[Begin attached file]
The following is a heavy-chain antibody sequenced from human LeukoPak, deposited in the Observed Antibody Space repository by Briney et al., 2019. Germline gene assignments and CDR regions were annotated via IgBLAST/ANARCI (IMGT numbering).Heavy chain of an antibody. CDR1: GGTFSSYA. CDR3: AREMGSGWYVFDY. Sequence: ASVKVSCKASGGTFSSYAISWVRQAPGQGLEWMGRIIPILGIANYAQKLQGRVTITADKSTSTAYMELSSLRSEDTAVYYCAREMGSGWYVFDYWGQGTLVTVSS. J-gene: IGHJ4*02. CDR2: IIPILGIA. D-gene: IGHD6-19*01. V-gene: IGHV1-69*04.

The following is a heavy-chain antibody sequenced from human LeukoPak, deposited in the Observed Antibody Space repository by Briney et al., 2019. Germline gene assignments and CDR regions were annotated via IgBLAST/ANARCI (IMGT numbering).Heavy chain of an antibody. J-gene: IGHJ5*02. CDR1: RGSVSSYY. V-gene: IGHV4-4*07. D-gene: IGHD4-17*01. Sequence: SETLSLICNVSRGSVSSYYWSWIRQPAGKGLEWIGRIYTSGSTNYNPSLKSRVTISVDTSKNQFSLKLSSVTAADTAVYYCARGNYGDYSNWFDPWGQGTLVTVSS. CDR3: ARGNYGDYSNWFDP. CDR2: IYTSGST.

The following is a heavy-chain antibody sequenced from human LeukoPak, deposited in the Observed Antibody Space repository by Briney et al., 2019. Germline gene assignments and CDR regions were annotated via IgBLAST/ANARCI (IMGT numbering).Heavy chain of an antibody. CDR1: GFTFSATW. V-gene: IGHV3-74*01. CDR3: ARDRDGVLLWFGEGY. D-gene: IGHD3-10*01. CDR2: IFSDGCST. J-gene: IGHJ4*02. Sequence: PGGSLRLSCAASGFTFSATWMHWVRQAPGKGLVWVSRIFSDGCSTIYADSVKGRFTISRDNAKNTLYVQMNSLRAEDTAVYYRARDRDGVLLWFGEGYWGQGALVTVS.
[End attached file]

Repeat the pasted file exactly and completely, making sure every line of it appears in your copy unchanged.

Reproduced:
The following is a heavy-chain antibody sequenced from human LeukoPak, deposited in the Observed Antibody Space repository by Briney et al., 2019. Germline gene assignments and CDR regions were annotated via IgBLAST/ANARCI (IMGT numbering).Heavy chain of an antibody. CDR1: GGTFSSYA. CDR3: AREMGSGWYVFDY. Sequence: ASVKVSCKASGGTFSSYAISWVRQAPGQGLEWMGRIIPILGIANYAQKLQGRVTITADKSTSTAYMELSSLRSEDTAVYYCAREMGSGWYVFDYWGQGTLVTVSS. J-gene: IGHJ4*02. CDR2: IIPILGIA. D-gene: IGHD6-19*01. V-gene: IGHV1-69*04.

The following is a heavy-chain antibody sequenced from human LeukoPak, deposited in the Observed Antibody Space repository by Briney et al., 2019. Germline gene assignments and CDR regions were annotated via IgBLAST/ANARCI (IMGT numbering).Heavy chain of an antibody. J-gene: IGHJ5*02. CDR1: RGSVSSYY. V-gene: IGHV4-4*07. D-gene: IGHD4-17*01. Sequence: SETLSLICNVSRGSVSSYYWSWIRQPAGKGLEWIGRIYTSGSTNYNPSLKSRVTISVDTSKNQFSLKLSSVTAADTAVYYCARGNYGDYSNWFDPWGQGTLVTVSS. CDR3: ARGNYGDYSNWFDP. CDR2: IYTSGST.

The following is a heavy-chain antibody sequenced from human LeukoPak, deposited in the Observed Antibody Space repository by Briney et al., 2019. Germline gene assignments and CDR regions were annotated via IgBLAST/ANARCI (IMGT numbering).Heavy chain of an antibody. CDR1: GFTFSATW. V-gene: IGHV3-74*01. CDR3: ARDRDGVLLWFGEGY. D-gene: IGHD3-10*01. CDR2: IFSDGCST. J-gene: IGHJ4*02. Sequence: PGGSLRLSCAASGFTFSATWMHWVRQAPGKGLVWVSRIFSDGCSTIYADSVKGRFTISRDNAKNTLYVQMNSLRAEDTAVYYRARDRDGVLLWFGEGYWGQGALVTVS.